Universiteit Leiden

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Donations for research projects with relevance to society

Psychologists Marieke Tollenaar, Anne Miers and Esther van den Bos received donations from the Leiden University Fund and Stichting Praesidium Libertatis to take crucial first steps in research projects that may eventually contribute to the well-being of vulnerable youth.

Picture of Marieke Tollenaar

Physical health in children with psychological problems

Marieke Tollenaar will study the immune system in children with a depression. Research has shown that adults with psychological problems, such as depression or post-traumatic stress, have a heightened risk for problems with their physical health. Chronic stress is thought to be one of the causes of this heightened disease risk. Long-term stress can lead to imbalance in the internal systems that regulate stress hormones (such as adrenalin and cortisol), which in turn can impact the brain and immune system. This may explain how psychological stress can lead to physical health problems. However, as yet little is known about the relation between psychological and physical health in children, and the potential role of the immune system.
With this grant, the immune system will be studied in a group of adolescents with a depression, and compared to immune functioning in a group of healthy adolescents. Furthermore, Marieke hopes to show that successful treatment of depressive symptoms will lead to restoration of potential imbalance in the immune system.
 

Picture of Anne Miers

PoPPSaY! The Power of Positive Peers for Socially Anxious Youth

Effective and accessible prevention methods for socially anxious adolescents are a public health priority.  A quarter of adolescents report a high level of fear for social situations. These adolescents are caught in a vicious cycle of negative thoughts about their social abilities and anxiety. Current methods focus on reducing negative cognitions about other people’s social behavior. In this project a new method that includes the crucial and influential peer context and focuses on modifying these self-related negative thoughts will be tested in a group of young adolescents. 
In this project Anne Miers will examine whether positive peer feedback can modify the negative self-relevant cognitions in a positive direction, and reduce social anxiety. The grant supports the appointment of a research assistant to set-up and conduct the study. In addition to the scientific benefits the project’s results will be used to inform the development of an accessible adjunctive e-health intervention to help socially anxious teenagers approach social situations with confidence.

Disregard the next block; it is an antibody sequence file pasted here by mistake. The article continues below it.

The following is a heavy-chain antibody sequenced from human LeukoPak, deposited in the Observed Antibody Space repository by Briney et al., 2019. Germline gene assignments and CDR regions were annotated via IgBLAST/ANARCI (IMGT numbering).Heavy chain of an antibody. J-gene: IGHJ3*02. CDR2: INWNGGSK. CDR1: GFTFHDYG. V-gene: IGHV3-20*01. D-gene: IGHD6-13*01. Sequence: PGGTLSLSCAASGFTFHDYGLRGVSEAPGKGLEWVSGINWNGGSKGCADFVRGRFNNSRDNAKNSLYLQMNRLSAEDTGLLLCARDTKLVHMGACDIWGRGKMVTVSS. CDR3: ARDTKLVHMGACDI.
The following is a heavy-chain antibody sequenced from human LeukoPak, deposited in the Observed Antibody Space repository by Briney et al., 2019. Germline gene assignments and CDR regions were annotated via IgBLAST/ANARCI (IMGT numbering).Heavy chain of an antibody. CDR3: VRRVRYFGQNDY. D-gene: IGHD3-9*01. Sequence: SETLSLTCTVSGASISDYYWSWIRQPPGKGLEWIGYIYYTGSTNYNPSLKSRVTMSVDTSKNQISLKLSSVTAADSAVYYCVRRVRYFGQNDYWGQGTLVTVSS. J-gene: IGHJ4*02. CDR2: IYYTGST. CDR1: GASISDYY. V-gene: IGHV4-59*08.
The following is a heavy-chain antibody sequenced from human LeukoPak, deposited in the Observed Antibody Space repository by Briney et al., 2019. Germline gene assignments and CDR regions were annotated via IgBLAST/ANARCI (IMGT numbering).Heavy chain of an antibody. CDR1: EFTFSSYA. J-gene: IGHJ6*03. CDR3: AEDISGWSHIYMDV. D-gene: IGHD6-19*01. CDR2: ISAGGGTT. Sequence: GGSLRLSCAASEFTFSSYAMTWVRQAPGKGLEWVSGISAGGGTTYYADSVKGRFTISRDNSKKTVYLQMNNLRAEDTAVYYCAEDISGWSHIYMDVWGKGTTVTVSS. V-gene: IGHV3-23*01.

Picture of Esther van den Bos

Eye to eye

Esther van den Bos hopes to develop a computerized training for socially anxious youth to practice making eye-contact. People with social anxiety tend to avoid eye-contact, because they fear to see signs of rejection in the eyes of another person. This is problematic for two reasons. First, it causes them to miss positive interpersonal signals, so that they keep thinking that they are being rejected even when they are not. Second, avoidance of eye-contact may actually trigger negative reactions, which may strenghten or maintain their anxiety.  Learning not to avoid eye-contact requires much practice with many different people. Therefore, a computerized training with virtual conversation partners could be a useful addition to treatment. 
In the pilot project funded by this grant, Esther investigates whether eye-contact can be stimulated by friendly non-verbal reactions. Research assistant Evania Fasya is currently developing virtual conversation partners, who show friendly non-verbal behaviours when the participant makes eye-contact.

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